No. 5, Happy birthday to me: An 11th-hour schedule amendment, the race at historic Watkins Glen International in New York track fell on my birthday weekend. What a gift. The weather was perfect, the crowds were massive and the racing was clean and spectacular. A home run by all involved.
No. 4, A drive with IMS PA legends: Dave Furst is the sports director at WRTV, the ABC affiliate in Indianapolis, one of my best friends and a co-worker on the radio network. We drove back from the April race at Barber Motorsports Park together. Dave does a spot-on impression of the late Jim Phillippe of the Indianapolis Motor Speedway public address team and I've been told my Tom Carnegie impression is passably good. So there we were about mid-Tennessee, after miles of zoning into our own thoughts, when suddenly I hear Dave say, "Tom, I'm here with Roberta ‘Guerrera’" and BAM! We had a 15-mile "conversation" as Phillippe and Carnegie at the 1992 Indy 500 time trials. It was magical.
No. 3, There’s no “I” in team: That leads me to my favorite part of the job: the team with which I work. As a kid who grew up listening to the Indy 500 on the radio, I have the absolute upmost respect for the men who have served as chief announcer for the radio network. It is the greatest of privileges to have had worked with three of them: Bob Jenkins, Mike King and Paul Page. When Mark Jaynes took over the seat this spring, he didn't miss a beat. We call every practice lap, qualifying lap and race lap on the Verizon INDYCAR Mobile app, Indycar.com, Sirius/XM and terrestrial radio. Mark is like Tony Kanaan … an ironman. His respect for the job, the sport and his predecessors allowed us all to continue to have fun each and every weekend. It's a great group to be a part of.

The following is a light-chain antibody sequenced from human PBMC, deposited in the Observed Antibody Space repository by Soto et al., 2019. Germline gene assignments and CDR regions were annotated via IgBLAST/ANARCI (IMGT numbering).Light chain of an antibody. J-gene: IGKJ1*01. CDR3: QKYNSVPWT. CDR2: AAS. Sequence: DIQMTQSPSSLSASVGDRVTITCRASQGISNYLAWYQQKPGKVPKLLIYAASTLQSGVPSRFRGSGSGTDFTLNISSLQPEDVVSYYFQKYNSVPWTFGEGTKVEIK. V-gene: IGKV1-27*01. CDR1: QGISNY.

No. 2, St. Pete is pretty neat: The Firestone Grand Prix of St Petersburg is ideal. Simply put, it's Florida, it's sunny, it's spring break time and it kicks off the Verizon IndyCar Series season. Enough said. Best of all, we’re only 80 days away from the green flag for the first practice session of the 2017 St. Pete weekend.
No. 1, 100th Running of the Indianapolis 500: One hundred of them. The mass of humanity. The pageantry. The anticipation. The celebration. The heritage. The passion. Ninety-nine previous races. I thought of the millions of people who attended the 10th, the 25th, the 50th, and wondered aloud what the 100th would be like. I got to see it. And I, like more than 300,000 others, felt like I was a part of it. Alexander Rossi will always be labeled as the one who won that day. But he wasn't alone.
Veteran broadcaster Jake Query is a member of the Advance Auto Parts INDYCAR Radio Network team and will offer his musings Tuesdays on IndyCar.com.